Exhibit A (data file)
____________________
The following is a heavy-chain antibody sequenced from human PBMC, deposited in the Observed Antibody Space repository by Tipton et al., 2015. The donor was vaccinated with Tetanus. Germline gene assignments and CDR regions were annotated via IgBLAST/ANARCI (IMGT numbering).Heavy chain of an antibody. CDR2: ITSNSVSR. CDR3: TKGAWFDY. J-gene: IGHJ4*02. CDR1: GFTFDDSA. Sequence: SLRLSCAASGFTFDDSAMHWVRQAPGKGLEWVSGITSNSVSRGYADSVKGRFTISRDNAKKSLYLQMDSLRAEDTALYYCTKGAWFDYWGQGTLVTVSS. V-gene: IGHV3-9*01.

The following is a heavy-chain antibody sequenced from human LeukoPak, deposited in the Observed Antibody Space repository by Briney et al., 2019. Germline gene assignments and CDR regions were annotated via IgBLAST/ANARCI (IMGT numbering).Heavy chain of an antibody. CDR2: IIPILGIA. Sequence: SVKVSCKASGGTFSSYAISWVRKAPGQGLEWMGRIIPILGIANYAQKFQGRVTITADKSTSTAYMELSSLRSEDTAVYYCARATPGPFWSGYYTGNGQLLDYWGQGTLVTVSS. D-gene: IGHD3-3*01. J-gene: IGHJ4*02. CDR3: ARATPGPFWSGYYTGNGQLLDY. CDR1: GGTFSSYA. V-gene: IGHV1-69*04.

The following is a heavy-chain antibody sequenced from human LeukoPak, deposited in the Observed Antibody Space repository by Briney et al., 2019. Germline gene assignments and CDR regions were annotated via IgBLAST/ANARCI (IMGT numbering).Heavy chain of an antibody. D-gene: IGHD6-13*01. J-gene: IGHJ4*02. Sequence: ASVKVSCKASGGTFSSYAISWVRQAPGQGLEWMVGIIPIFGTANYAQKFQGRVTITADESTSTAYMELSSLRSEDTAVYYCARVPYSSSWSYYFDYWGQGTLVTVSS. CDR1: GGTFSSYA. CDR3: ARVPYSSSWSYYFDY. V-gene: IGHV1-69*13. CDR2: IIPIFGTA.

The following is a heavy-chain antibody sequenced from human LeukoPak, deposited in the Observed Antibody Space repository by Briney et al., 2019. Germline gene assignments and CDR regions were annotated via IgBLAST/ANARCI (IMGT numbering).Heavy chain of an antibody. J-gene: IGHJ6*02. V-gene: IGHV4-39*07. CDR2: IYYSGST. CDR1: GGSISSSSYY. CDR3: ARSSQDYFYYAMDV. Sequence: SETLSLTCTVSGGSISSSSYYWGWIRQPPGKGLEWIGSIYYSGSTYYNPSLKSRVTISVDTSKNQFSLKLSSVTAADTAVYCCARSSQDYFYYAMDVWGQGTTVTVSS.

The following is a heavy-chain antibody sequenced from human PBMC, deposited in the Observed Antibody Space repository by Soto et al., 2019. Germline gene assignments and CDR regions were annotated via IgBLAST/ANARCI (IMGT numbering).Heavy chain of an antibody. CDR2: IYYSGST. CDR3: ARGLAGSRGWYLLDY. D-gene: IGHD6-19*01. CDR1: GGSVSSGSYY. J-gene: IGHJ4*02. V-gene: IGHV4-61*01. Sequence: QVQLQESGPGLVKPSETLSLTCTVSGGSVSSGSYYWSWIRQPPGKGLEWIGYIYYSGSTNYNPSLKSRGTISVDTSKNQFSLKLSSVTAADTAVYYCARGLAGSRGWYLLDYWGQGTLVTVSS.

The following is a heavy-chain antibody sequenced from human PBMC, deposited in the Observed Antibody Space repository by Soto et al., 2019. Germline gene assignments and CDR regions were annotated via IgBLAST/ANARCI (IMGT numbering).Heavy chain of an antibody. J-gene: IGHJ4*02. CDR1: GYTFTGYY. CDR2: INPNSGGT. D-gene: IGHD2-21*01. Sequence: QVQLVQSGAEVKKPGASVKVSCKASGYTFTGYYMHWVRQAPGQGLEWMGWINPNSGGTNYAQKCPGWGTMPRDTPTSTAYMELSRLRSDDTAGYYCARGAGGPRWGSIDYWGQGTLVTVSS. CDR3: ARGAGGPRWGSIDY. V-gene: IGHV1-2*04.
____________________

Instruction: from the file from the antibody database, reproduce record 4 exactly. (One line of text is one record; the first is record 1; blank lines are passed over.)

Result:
The following is a heavy-chain antibody sequenced from human LeukoPak, deposited in the Observed Antibody Space repository by Briney et al., 2019. Germline gene assignments and CDR regions were annotated via IgBLAST/ANARCI (IMGT numbering).Heavy chain of an antibody. J-gene: IGHJ6*02. V-gene: IGHV4-39*07. CDR2: IYYSGST. CDR1: GGSISSSSYY. CDR3: ARSSQDYFYYAMDV. Sequence: SETLSLTCTVSGGSISSSSYYWGWIRQPPGKGLEWIGSIYYSGSTYYNPSLKSRVTISVDTSKNQFSLKLSSVTAADTAVYCCARSSQDYFYYAMDVWGQGTTVTVSS.